Have you considered your digital afterlife? As people increasingly live their lives online, we are beginning to witness the consequences of a digital legacy on death.
Social media is an ever expanding digital forum. There are currently over 400 million active Facebook users, and countless other sites such as Twitter, Flickr and LinkedIn continue to grow in popularity. These sites provide the user with the opportunity to store and accumulate valued personal information and records (including photographs). However, little thought has been given to specifying what should happen to these digital assets once they have logged off for good, and this can cause problems for those left behind.
During a person’s lifetime, personal information held by such networking sites should be protected by our data protection laws. Yet those laws only apply during a person’s lifetime. Therefore, on death that information should be capable of being revealed to a deceased’s executor. However, there currently is no uniform approach among Internet Service Providers (ISPs) as to how relatives/executors of the deceased should access such personal information.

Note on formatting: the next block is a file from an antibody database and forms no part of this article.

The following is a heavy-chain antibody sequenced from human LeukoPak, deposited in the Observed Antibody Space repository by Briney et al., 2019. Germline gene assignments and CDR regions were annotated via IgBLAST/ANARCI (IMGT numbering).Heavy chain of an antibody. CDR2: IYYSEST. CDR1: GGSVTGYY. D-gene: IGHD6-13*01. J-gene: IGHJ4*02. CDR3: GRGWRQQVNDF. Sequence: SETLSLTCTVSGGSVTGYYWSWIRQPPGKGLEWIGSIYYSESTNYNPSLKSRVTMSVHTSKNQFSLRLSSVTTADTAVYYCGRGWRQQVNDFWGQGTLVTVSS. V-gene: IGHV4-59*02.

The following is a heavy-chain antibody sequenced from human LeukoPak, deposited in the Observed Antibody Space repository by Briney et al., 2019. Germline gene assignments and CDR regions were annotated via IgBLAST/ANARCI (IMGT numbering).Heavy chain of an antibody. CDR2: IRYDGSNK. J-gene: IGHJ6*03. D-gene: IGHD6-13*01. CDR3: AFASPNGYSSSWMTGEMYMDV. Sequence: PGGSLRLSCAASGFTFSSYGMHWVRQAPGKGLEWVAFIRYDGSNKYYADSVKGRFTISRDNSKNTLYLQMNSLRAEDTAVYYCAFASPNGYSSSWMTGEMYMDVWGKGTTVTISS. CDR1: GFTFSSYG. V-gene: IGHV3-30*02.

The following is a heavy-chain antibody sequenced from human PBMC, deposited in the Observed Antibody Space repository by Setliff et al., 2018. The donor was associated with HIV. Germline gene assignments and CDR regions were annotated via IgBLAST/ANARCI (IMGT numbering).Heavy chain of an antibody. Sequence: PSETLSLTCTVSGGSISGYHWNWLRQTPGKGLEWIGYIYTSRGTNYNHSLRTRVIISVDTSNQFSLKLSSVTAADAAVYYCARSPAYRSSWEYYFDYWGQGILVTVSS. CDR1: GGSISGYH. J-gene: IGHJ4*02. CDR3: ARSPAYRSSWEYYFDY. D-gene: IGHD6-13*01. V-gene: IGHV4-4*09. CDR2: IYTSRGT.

As many of these ISPs are based outside of the UK, jurisdiction issues may explain the lack of common policy among providers. On the face of it, under domestic copyright law, writings and photos posted on such sites should form part of the deceased’s estate. However, where that ISP is based outside of the United Kingdom, without clear global regulation on the issue, accessing those files can become a problem for those administering the deceased’s estate.
While larger social media exponents are slowly coming to grips with this issue (Facebook currently provides the option of memorialising a profile on receipt of proof of death and authority to act), a significant number of ISPs are lacking clear polices in this area and executors/administrators of a deceased’s estate can often find themselves denied access if they are unable to notify the ISP of the exact terms of the account. Most ISPs will require service of a death certificate at the very least. Many ISPs are still approaching these issues on a case by case issue which can be a headache for the executors.
Various online third party providers have sought to offer a solution to these problems by providing digital deposits for individuals to upload their passwords and other personal data that will provide assistance to their executors/administrators in wrapping up their virtual lives on death. However, in the current climate of online identity fraud, you would be forgiven for worrying about the security of such prime targets for the online hacking community. For the moment, early consideration of these issues and a well drafted Will may well be the best solution to the problem of how you deal with your online presence on death.